Categories
Development Justice Politics

Dirty Money, Damaged Democracy: What to Do?

Corruption complaint box in Leh, India. Image: watchsmart/Flickr

This article was originally published by Open Democracy on 4 September, 2015.

This summer in Pakistan, a massive corruption scandal erupted involving collusion between between political parties and public officials over illegal land-grabbing in the city of Karachi, capital of the country’s most populous province, Sindh. A report published in June 2015 by the Pakistani Rangers, a legal paramilitary force under the direct control of the interior ministry, provided hard evidence of the so-called “evil nexus”.

The role of political parties is important, for in Pakistan they are perceived – along with the national police force and civil servants – as among the most unreliable and corrupt institutions. Data from Transparency International confirms this distrust, which this most recent scandal did nothing to rebuild. Instead it stands as yet another example of how dirty money, when it seeps into politics, can seriously damage democratic institutions.

Categories
Technology Development Politics

Cities Emerging Soft Power: 5 Key Advantages for Improved Global Governance

Tradition vs. modernity in China. Image: 月明 端木/Flickr

This article was originally published by the Barcelona Centre for International Affairs (CIDOB) on 27 May 2015.

With the majority of the world’s population already urban, people have voted cities as the place to live. This emerging trend is an outcome of the spread of globalization, which generates economies of scale by clustering economic activities -fueled by technological change, international trade, finance and foreign direct investment- in cities.

Urban congregations are nests that attract opportunities -based on accumulation of resources- and act as recipients of hazardous global challenges -climate change, security, immigration or poverty- alike. However, the unstoppable power of cities is underrepresented at a global scale, where cities still have a limited voice in the architecture of international big decision-making. Against this backdrop, what are the influence and implications of cities as a key actor for global governance? What can they bring to the world? Cities’ differentiated proposition adds a more efficient model -than nation-states- in dealing with matters of relevant global concern that hinge upon the following five advantages.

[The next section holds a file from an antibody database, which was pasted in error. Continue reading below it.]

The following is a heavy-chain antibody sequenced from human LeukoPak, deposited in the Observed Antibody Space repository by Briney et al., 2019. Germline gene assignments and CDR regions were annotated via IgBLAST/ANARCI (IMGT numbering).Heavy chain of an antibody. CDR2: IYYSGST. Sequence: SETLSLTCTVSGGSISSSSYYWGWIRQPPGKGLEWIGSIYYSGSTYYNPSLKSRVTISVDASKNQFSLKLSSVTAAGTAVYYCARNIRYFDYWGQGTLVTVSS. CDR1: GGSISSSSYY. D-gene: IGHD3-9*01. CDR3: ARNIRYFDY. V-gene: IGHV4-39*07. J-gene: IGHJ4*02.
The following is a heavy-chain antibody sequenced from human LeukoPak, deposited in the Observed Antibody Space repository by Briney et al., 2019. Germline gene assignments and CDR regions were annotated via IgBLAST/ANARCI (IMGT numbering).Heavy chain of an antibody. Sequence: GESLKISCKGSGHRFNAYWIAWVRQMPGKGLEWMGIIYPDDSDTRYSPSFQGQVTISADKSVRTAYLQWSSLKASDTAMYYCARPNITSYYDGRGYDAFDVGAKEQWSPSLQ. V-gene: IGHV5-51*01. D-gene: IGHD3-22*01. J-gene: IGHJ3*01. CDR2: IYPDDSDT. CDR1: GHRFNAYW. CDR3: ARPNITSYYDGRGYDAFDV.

Categories
Environment Development Humanitarian Issues

Minimum Criteria for Sustainable Global Governance

The globe. Image: geralt/Pixabay

Strong statist positions and a fixation on state sovereignty once inhibited progress toward more just and effective models of global governance. However, there can be no denying that globalization has not only led to the unprecedented transformation of our societies, but also the role that states play in the international system. Yet, even as states gradually share more responsibilities with corporations, sub-national entities and international organizations, their structural significance still remains indisputable – particularly when it comes to finding near-term solutions for better modes of global governance. This should result in a more equitable and representative international state system to which global governing structures will remain accountable.

Categories
Government Foreign policy Conflict Diplomacy

Managing Paul Kagame, Africa’s Enfant Terrible

Image: Flickr

Editor’s note: This article was originally published by the Institute for Security Studies (ISS) on 30 March 2014.

South Africa is conducting a fairly delicate struggle with Rwanda, trying to choreograph and coordinate complex moves to manage the difficult and dangerous President Paul Kagame – on the hard streets of Johannesburg, in the polite halls of diplomacy, in the courts of law, and, by proxy, on the field of battle.

On Tuesday this week the terrain of this struggle moved to multilateral diplomacy in Luanda, where President Jacob Zuma once again attended a summit of the International Conference on the Great Lakes Region (ICGLR). South Africa is not a member of this body, but Zuma has become a sort of country member, having been invited to the last few summits as a special guest.

Categories
International Relations Government

Signing Up for Peer Review Will Test Both Obiang and the AU

17th Ordinary AU Summit in Malabo, Equatorial Guinea. Photo: Embassy of Equatorial Guinea/flickr.

When Equatorial Guinea’s President Teodoro Obiang Mbasogo stepped up to the podium at the African Union (AU) this week to sign up to the AU’s African Peer Review Mechanism (APRM), it was not clear whether this was a high point or a low point for the initiative.

Was it a great triumph for the 11-year-long effort by the APRM to reform the political, economic and social governance of Africa that it had managed to entice one of the continent’s most notorious autocrats into its democratic embrace? After all, when the APRM was launched in 2003, it was strongly criticised for being a voluntary mechanism that would leave the least democratic African leaders untouched. And yet, here was one of them joining.

Or was Obiang’s signing onto APRM a Groucho Marx moment instead: as one journalist quipped, a case of ‘who would want to join any organisation that would have Obiang as a member?’